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Charlotte Amalie
Tuesday, October 20, 2020
Home News Local news Corals Bleaching in Territory’s Shallows

Corals Bleaching in Territory’s Shallows

While the problem isn’t anywhere near the level it was in 2005, some coral species are bleaching in some locations in the territory, U.S. Geological Survey biologist Caroline Rogers said Monday. “It started about one month ago,” Rogers said.

Rogers was snorkeling Sunday at Hurricane Hole on St. John, where she said she saw bleached fire coral. However, she said that species is one of the first to bleach when water temperatures are high.

“I’m seeing some very white fire coral,” she said.

St. John resident Pam Gaffin said the fire coral at Haulover’s south side also took a hit.

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“It was horrifying. It’s like somebody took a bottle of Clorox and dumped it,” Gaffin said.

However, she said the fire coral on at Haulover’s north side, which looks out toward Tortola, isn’t that bad.

Gaffin said she also snorkeled recently at Kiddle, Groupon, Little Lameshur and Great Lameshur Bays, and some of the fire coral had bleached but it wasn’t anything like she saw at Haulover.

Rogers said Porites astreodes, commonly called mustard hill coral, is bleaching quite a lot. She said she’s seen bleaching in Diploria labyrithiformis, better known as brain coral, as well as some colonies of Siderastrea siderea, commonly called starlet coral.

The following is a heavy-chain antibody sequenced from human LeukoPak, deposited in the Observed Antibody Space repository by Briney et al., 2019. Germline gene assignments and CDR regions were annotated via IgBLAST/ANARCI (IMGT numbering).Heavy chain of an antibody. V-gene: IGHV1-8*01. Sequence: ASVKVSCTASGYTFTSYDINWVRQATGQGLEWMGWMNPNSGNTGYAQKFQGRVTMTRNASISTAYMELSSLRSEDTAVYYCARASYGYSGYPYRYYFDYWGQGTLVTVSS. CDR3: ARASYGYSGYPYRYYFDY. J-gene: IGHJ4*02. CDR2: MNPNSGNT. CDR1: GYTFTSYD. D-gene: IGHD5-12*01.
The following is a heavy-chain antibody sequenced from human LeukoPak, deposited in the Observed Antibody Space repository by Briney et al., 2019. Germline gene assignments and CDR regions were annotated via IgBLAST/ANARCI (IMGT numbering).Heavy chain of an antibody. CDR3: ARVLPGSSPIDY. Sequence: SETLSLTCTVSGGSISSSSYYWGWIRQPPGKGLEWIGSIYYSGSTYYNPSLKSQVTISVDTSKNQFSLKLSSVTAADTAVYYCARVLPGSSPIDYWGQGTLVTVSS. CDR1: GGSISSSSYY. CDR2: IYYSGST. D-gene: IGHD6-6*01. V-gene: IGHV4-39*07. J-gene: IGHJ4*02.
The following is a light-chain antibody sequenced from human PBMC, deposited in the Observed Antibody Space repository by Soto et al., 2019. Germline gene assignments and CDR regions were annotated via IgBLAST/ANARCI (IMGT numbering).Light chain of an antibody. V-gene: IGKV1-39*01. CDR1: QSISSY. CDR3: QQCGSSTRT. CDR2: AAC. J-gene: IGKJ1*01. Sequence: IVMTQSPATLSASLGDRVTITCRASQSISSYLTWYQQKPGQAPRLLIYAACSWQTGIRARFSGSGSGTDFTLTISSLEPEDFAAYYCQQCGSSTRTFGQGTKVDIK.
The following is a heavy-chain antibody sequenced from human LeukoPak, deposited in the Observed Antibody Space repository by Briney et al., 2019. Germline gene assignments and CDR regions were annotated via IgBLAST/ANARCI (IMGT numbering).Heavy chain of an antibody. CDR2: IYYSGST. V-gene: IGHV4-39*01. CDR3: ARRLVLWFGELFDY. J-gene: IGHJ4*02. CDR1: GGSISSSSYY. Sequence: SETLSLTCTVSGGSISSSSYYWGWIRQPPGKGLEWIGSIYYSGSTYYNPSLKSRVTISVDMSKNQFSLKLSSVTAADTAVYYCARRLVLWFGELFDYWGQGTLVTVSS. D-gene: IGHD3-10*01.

Rogers said a colleague also saw some bleached coral at deep water levels.

She said she hasn’t seen any bleaching at Francis and Maho Bays, likely because there isn’t much coral there to bleach.

Rogers said the corals under the Hurricane Hole mangroves are doing okay because the mangroves provide shade. “They’re providing a refuge for the corals.”

At Buck Island Reef National Monument on St. Croix, the park’s chief of resource management, Zandy Hillis-Starr, said researchers working at Buck Island report seeing bleached coral at both shallow and deep sites. The species showing first signs of coral bleaching are star corals and smooth starlet coral, which turn violet when bleaching begins.

Hillis-Starr said the “bleaching is far milder than what is currently being experienced in Florida.”

Tom Dolan, the St. Croix-based chief of fisheries at the Planning and Natural Resources Department, said bleaching has occurred territorywide in shallow water.

“But nothing particularly alarming,” he said.

Dolan said that given the recent “heat wave,” the bleaching is to be expected.

Marilyn Brandt, a University of the Virgin Islands assistant professor and member of the territory’s coral reef monitoring program, said she doesn’t expect to see mass bleaching.

“The bleaching is normal seasonal bleaching. We’re not seeing anything out of the ordinary,” she said.

While very warm water is one factor, Rogers said that the current flat seas allow more light to penetrate and further bleach the coral.

“This calm weather can aggravate it,” Rogers said.

So far, the corals are only bleached, which Rogers said was a sign of stress that happens when the corals expel their algae. If the stress continues, disease can follow like it did in the 2005 bleaching event that left about 60 percent of St. John’s coral cover dead.

While the current bleached coral situation isn’t good news, Rogers said that the coral can recover as the water temperature drops.

“It’s still alive,” she said.

Dolan agreed and said a recovery is likely.

The 2005 bleaching was the worst Rogers said she’s ever seen, and the corals still haven’t recovered fully. She said the water temperature that year was the highest ever recorded in the Caribbean.    

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